Our method computes both keypoint locations and descriptors simultaneously in a single forward-pass of the network, and as stated before, its end result is designed to be a drop-in replacement for the ORB feature extractor outlined above. In GCNv2, we input a single grey image frame to the network which outputs two matrices: a keypoint mask, and a feature descriptor matrix. The keypoint mask is thresholded to obtain a set of keypoint locations, their confidences, and their corresponding 256-bit feature descriptors. As in , we apply non-maximum suppression with a grid size of . As it is not possible to know the orientation of the detected features, we set the angle to zero. The two keypoint methods are illustrated in fig. 2.
Once keypoints and their respective descriptors are found, ORB-SLAM2 relies primarily on two methods for frame-to-frame tracking: first, by assuming constant velocity and projecting the previous frame’s keypoints into the current frame, and if that fails, by matching the keypoints of the current frame to the last-created keyframe using bag-of-words similarity. We have disabled the former so as to use only use the latter keypoint-based reference frame tracking. We have also replaced the matching algorithm with a standard nearest-neighbor search in our experiments. These modifications are made to examine the performance of our keypoint extraction method, rather than that of ORB-SLAM2’s other tracking heuristics.
Finally, we have left ORB-SLAM2’s loop closure and pose graph optimization intact, apart from having regenerated the bag-of-words vocabulary to suit GCNv2 feature descriptors by computing them on the training dataset presented in section V-A.
|Dataset (200 Frames)||GCN||ORB||SIFT||SURF||SuperPoint||GCNv2||GCNv2-tiny||GCNv2-large|
In this section, we present experimental results to justify our conclusions regarding the performance of our keypoint extraction method, and its embodiment in the GCN-SLAM system. We first introduce our training dataset, then four datasets on which we examined our method’s performance and compare to some related methods, and finally we outline the quantitative and qualitative conclusions of these results.
Note that our aim in this section is not to show that GCN-SLAM is better that ORB-SLAM2 but to show that GCNv2 is: i) better suited for accurate motion estimation, ii) computationally efficient, and iii) providing robustness for a SLAM system.
In the results below, evaluations on datasets were performed on a laptop with an Intel i7-7700HQ and a mobile version of NVIDIA 1070. For real-world experiments we used an NVIDIA Jetson TX2 embedded computer for processing and an Intel RealSense D435 RGB-D camera sensor on our drone (see fig. 1.)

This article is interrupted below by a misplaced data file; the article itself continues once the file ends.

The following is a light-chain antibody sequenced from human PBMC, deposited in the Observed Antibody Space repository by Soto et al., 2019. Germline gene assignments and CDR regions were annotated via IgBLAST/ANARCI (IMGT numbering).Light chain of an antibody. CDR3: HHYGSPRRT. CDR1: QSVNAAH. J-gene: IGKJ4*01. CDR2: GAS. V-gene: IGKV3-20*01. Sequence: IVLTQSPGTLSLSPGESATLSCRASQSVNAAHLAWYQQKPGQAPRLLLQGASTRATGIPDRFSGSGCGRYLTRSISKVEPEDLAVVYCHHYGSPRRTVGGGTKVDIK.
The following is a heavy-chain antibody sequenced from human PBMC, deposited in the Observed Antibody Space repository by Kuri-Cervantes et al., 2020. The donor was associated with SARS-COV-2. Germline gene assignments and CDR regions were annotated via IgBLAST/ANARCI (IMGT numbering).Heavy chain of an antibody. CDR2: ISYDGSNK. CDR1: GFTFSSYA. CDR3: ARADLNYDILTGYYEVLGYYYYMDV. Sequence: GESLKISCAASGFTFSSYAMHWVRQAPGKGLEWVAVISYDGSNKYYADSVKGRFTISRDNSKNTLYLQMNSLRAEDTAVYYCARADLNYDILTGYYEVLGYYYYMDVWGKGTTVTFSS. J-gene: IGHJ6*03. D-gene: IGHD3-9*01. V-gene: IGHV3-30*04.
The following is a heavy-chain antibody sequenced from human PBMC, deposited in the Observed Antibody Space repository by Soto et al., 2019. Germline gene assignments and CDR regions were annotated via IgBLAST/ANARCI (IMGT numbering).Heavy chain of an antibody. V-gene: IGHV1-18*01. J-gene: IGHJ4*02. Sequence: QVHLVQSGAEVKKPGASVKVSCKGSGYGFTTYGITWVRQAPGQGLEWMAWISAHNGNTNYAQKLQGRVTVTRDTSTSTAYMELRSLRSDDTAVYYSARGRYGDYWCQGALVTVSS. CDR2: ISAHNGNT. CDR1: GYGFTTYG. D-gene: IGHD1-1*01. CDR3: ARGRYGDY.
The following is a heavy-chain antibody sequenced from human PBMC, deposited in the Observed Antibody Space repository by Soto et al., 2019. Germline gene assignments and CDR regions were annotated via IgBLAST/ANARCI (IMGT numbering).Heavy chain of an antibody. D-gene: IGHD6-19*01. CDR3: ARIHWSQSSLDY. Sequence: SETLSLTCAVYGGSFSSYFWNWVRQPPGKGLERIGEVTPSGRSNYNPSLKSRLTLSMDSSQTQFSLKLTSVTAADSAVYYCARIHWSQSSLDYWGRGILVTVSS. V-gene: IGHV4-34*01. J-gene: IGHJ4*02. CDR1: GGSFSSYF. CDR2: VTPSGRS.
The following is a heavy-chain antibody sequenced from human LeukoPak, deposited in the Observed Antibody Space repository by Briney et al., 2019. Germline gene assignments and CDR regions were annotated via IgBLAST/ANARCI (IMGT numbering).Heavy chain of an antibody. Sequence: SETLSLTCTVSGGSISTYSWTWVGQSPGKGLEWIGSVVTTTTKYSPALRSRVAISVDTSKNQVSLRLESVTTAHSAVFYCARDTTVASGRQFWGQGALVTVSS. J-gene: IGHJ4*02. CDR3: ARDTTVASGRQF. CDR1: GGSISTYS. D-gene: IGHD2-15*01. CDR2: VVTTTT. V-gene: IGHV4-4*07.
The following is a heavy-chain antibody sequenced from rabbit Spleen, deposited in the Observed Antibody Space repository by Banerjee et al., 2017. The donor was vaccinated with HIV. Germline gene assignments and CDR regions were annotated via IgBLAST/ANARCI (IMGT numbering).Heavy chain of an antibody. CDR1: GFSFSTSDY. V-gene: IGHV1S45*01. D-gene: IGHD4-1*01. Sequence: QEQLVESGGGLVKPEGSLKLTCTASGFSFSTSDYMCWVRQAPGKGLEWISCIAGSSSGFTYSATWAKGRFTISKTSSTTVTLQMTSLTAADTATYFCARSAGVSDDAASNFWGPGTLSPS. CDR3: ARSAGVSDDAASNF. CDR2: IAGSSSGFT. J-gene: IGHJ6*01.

The original GCN was trained using the TUM dataset from sensor fr2. It provides accurate pose through a motion capturing system. In GCNv2, we trained the network using a subset of the SUN-3D  dataset we created in our recent work . SUN-3D contains millions of real-world recorded RGB-D images in various typical indoor environments. A total frames were extracted by roughly one frame per second from the videos. It is very large and can potentially produce a more generalized network. However, the ground truth poses provided by SUN-3D are estimated by visual tracking with loop closure and so are relatively accurate globally, but have misalignments at frame level. To account for this local error, we extract SIFT features and use the provided poses as initial guesses for bundle adjustment to update the relative pose of each frame pair. In this sense, the training of GCNv2 is using self-annotated data with only vision information.
For comparison with the original GCN, we select the same sequences of the TUM datasets as in  and evaluating tracking performance with an open and a closed loop system. We use the Absolute trajectory error (ATE) as the metric.
Since we trained GCNv2 on a different dataset than the original GCN , we also show results using the original recurrent structure for comparison. We have therefore also created GCNv2-large, with ResNet-18 as the backbone and deconvolutional up-sampling for the feature maps. The bidirectional feature detector is moved to the lowest scale as the other two versions of GCNv2.
Frame-to-frame tracking results are shown in table I. The first columns, before SuperPoint, are from  where 640x480 images were used and GCN was trained on TUM fr2 data only. All versions of GCNv2 use the same image resolution as SuperPoint, i.e. 320x240. The results are consistent with the results reported in , SuperPoint performs on par with classical method like SIFT. GCNv2 has a performance close to GCN, and like GCN, significantly better than both SuperPoint and classical keypoints. GCNv2 performance is on par with GCN, and even slightly better in two cases – likely due to using a much larger dataset for training. The exceptions are fr1_floor and fr1_360. These sequences require fine details, and the detection and descriptor extraction in GCNv2 is performed with a lower scale feature map for efficiency, though GCNv2-large handles one of these sequences. The smaller version of GCNv2, GCNv2-tiny, is only slightly less accurate than GCNv2.